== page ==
Cyrano (Roxane and Christian)

Elisha Willis as Roxane and Iain Mackay as Christian in BRB's Cyrano. Photo: Bill Cooper / BRB ©

In addition to the central characters there are great roles for BRB’s male soloists such as Ragueneau the baker (Christopher Larsen) and Cyrano’s cadet friend Le Bret, danced by the marvellous Chi Cao. Marion Tait‘s character part as Roxane’s jovial duenna is also a class act. If I had one wish, it would be for stronger female choreography as Roxane’s solos are very marked by attitude turns. But just as I start to notice this, Bintley puts Roxane into bravura mode. She bursts into battle camp cross dressed as a “soldier” in the final act and dances a sequence of typical male steps including some lovely pirouettes à la seconde. I should have seen it coming. Cyrano is most definitely a myth busting ballet.

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Triple bills are a great opportunity to discover rarer ballets along with new works, an essential ingredient in preserving the future of this art form. The Royal Ballet’s latest features a modern and sizzling combination well suited to those seeking refuge from an evening of tutus and tiaras.  It opens with Agon, Balanchine’s iconic work in collaboration with Stravinsky and follows with Glen Tetley’s Sphinx, originally created for American Ballet Theatre (ABT) and newly acquired for the company. The bill closes with Wayne McGregor‘s new ballet, Limen, successor to his previous works Chroma and Infra.

Ed and Melissa in Limen

Melissa Hamilton and Edward Watson in The Royal Ballet’s Limen, choreographed by Wayne McGregor. Photo: Bill Cooper / ROH ©

Even if modern is not your thing, the genius concept behind Agon merits a visit. Balanchine built it from the interplay between 12 dancers and combinations of patterns and shapes. It demands pristine technique and inherent musicality to sustain the choreography. The steps are akin to those every dancer executes in class but here they do so with a twist (e.g. exaggerated arabesques) and at an incredibly fast tempo. It is always interesting to see the Royal Ballet tackle this type of abstract work because of their dramatic tradition and natural bond with the Ashton and MacMillan repertory. In their hands Agon goes beyond the exploration of movement and amalgamation with music (or its realisation in choreographical terms) and you sense at times they are trying to convey a string of short episodes.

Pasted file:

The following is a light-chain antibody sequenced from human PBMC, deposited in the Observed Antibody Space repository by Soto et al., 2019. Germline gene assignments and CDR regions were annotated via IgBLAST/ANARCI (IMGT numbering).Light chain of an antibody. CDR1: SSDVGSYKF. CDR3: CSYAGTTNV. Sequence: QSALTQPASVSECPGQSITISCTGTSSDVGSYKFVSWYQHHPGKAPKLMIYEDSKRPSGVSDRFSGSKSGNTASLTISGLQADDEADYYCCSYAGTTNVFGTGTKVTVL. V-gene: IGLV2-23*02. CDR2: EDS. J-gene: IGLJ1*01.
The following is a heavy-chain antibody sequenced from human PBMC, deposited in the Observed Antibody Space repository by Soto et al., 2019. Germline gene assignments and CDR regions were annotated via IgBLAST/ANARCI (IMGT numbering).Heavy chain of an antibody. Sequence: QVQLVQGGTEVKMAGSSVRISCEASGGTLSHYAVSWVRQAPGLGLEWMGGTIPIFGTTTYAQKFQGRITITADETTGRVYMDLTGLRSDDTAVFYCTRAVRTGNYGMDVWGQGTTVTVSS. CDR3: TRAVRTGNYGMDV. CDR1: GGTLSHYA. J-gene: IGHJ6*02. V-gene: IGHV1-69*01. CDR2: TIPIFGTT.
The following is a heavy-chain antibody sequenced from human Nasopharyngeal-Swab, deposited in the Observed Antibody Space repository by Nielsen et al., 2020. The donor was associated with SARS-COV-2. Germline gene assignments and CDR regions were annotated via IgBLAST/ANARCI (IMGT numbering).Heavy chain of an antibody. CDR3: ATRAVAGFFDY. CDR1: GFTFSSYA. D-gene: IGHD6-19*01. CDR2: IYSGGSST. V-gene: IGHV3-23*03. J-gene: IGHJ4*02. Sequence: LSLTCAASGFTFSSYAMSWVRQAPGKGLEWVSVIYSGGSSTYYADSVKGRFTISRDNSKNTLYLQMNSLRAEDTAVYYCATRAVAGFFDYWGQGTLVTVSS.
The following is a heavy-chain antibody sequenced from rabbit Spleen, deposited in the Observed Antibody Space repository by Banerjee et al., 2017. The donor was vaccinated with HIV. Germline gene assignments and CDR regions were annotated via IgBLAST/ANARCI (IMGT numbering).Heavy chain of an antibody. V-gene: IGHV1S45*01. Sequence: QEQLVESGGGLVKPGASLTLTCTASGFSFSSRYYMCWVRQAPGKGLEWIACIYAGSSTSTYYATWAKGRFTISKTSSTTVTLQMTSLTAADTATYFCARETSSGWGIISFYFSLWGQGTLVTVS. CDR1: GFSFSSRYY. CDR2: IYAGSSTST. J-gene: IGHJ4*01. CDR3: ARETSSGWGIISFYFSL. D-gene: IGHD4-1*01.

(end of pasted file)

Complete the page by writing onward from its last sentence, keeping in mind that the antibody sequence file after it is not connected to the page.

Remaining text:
The first cast includes up-and-coming soloists (Yuhui Choe, Hikaru Kobayashi and Brian Maloney) alongside established principals Carlos Acosta and Johan Kobborg and rising star Melissa Hamilton,  fresh from her MacMillan debut as Mary Vetsera last week. The leading men (Acosta and Kobborg, plus Valeri Hristov and Brian Maloney) make Agon’s tricky footwork sequences and off-centred positions look easy, though Daniel Capps‘s conducting seemed to be going against them towards the finale. The ladies were led by Mara Galeazzi, a charmer in the Bransle Gay and by Melissa Hamilton, in the pas de deux with Acosta. 21 year-old Melissa seemed entirely at home in the intricacies of the pas de deux, sinking into a penché so deep that her nose touched the knee as if it were no trouble at all. It was inspiring to see her unique blend of suppleness and elegance contrasting the earthy quality of Acosta’s partnering.

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Rupert Pennefather and Marianela Nuñez in Tetley’s Sphinx. Photo: Bill Cooper / ROH ©

Tetley’s Sphinx fits the company and this particular cast of dancers as snugly as their bodysuits. It must be quite a challenge to balance Tetley’s high-powered choreography with the characterization of each role but Edward Watson‘s acid orange Anubis dazzles and threatens with swirling diagonals while Rupert Pennefather, looking every inch the greek hero, partners solidly. The heart of the ballet comes in the shape of Marianela Nuñez as the Sphinx who risks her life in exchange for a promise of love, and who is ultimately betrayed. She initially appears dominant and powerful, with arms that recalled an elegant bird of prey, but after she whispers the answer to  her own riddle to Pennefather’s Oedipus she changes into a hopeless, defeated creature who now embraces mortality. Sphinx might not be everyone’s cup of tea (its costumes and designs look more Studio 54 than ballet) and those not familiar with Jean Cocteau’s take on Oedipus will be left scratching their heads. We like it, not only for the literary souces, but for its athleticism and this particular cast’s foolhardiness in performing this exhausting piece brilliantly in three consecutive days.

Ed in Sphinx

Edward Watson as Anubis in Glen Tetley's Sphinx (with Marianela Nuñez and Rupert Pennefather in the back). Photo: Bill Cooper / ROH ©

McGregor’s Limen is centred around the themes of life and death, light and darkness and the thresholds in-between, to align with Kaija Saariaho‘s cello concerto “Notes of Light”. Again McGregor taps strongly into technology, via Tatsuo Miyajima‘s designs and amazing lighting by Lucy Carter, to set the mood for the various movements in the music. Limen features a cast of 15 dancers, including many of his regulars.